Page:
OK, New Plan: Leaving the AT Amidst COVID-19 and the ‘What Now?’

It Was All Good Just A Week Ago

Admittedly, I wasn’t in great spirits when I first received the email calling AT thru-hikers off the trail. It was my last day in Great Smoky Mountain National Park and the weather, which had cooperated for the last three days, decided to pay us all back for its temperance. The trails could more accurately be described as streams; I had given up hope of keeping my feet and shoes dry by the end of hour one because the uphill climbs had turned into white-water rafting sessions.

Still, there was much cause for celebration. Exiting the Smokies marks the end of the first leg of the Appalachian Trail. The hostel at the base of the park, Standing Bear, was the final landmark in the first section of Guthook’s Appalachian Trail map series. This would make for just shy of 250 miles in three weeks with no major challenges or complications, which I reasoned boded very well for my chances of completing a thru-hike. I couldn’t quite keep the headspace to appreciate that fact, but I knew that after getting off of the soggy, muddy trail and regrouping at the hostel I would be able to collect myself and smile about the days ahead.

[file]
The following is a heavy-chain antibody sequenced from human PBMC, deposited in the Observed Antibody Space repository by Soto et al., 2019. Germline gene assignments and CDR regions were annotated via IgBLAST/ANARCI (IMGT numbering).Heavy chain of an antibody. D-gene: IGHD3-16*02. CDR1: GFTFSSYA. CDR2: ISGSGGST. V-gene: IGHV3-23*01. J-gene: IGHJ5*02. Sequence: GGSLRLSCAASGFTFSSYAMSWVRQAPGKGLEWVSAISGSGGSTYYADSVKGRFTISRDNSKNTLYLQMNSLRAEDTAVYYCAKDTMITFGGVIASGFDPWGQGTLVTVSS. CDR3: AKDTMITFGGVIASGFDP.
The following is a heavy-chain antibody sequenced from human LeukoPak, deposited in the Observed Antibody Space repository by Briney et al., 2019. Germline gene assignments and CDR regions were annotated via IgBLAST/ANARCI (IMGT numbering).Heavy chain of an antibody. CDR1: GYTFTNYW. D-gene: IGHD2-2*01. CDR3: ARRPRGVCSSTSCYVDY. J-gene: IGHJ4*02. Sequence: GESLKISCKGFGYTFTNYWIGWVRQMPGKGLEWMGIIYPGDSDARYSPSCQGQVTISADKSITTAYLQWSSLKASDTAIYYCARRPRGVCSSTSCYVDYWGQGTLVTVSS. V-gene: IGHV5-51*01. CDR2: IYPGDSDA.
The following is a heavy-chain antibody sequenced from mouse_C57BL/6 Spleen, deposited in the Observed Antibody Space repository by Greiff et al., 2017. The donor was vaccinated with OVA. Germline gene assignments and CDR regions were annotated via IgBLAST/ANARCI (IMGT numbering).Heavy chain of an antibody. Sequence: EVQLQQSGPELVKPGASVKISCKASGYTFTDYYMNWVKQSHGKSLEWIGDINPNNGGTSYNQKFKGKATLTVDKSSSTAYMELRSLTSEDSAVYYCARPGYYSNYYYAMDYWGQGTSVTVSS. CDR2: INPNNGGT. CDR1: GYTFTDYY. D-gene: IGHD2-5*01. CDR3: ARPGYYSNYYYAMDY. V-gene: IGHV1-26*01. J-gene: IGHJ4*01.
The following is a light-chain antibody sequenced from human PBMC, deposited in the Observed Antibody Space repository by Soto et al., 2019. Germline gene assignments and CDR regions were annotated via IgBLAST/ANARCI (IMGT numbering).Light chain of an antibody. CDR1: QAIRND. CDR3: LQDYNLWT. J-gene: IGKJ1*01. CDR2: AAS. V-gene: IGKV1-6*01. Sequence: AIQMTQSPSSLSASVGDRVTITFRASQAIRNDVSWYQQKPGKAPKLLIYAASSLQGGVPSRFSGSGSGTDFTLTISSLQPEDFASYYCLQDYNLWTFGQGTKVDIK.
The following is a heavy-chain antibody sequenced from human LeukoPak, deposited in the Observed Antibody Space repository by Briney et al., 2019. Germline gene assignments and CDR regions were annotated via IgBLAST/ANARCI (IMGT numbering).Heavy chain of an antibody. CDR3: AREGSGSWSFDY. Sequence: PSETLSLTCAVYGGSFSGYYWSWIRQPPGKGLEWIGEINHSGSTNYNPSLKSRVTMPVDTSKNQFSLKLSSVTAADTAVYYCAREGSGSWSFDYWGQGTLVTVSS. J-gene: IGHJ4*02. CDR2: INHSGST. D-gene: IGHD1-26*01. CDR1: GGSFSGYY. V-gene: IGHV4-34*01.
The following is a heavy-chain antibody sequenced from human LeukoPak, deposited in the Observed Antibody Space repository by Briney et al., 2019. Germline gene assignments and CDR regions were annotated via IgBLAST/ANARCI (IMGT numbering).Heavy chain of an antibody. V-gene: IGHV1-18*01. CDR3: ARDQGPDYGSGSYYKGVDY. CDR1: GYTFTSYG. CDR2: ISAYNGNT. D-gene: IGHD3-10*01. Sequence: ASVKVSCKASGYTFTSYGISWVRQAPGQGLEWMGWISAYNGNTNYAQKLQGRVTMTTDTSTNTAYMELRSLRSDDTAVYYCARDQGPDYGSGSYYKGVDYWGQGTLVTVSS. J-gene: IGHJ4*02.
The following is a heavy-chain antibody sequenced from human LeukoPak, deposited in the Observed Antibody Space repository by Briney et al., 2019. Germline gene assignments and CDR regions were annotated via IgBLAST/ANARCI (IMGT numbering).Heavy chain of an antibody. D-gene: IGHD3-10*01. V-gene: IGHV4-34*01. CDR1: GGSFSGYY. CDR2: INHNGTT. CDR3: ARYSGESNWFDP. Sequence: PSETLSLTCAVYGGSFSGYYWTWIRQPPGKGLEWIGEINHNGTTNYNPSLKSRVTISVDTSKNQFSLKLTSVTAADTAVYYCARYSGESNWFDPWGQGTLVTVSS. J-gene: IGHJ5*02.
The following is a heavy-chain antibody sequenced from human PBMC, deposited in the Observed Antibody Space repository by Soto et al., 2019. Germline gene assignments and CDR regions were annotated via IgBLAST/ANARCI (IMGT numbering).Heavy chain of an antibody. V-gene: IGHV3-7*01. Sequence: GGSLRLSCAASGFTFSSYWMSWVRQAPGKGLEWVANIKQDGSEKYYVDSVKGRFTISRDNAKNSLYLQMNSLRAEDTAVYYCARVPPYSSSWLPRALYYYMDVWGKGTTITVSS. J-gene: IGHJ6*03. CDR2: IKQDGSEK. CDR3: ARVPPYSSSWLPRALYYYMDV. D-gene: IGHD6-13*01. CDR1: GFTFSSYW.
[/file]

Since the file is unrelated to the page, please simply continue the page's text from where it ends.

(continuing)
My group consisted of Nahamsha Taylor, Roadrunner, and Skeeter. We had agreed to push big miles to get out of the Smokies that day and were making excellent time. We hiked at our own paces but stayed in proximity enough to bound past and each other at certain points. My hiking partner, Valhalla, was still about a day behind having stayed in town the previous week for medical issues. I had faith that he would catch up to us that night at the Standing Bear Hostel and we would press on to Hot Springs, NC the next day.

All things considered, the last day in the Smokies was tough, but I had resolved to push through and embrace the suck. About 16 miles into the 20 mile day, Roadrunner and I stopped at a spring on the climb down from the last mountain in the Smokies to rest and get water. My phone finally got reception and updated with some texts and emails. I read through them.

I read the email. I re-read it. I couldn’t believe what I was seeing. I had been disconnected from the world in the Smokies; save for some shelter-site rumor milling, the trail community had been silent on the subject of COVID-19.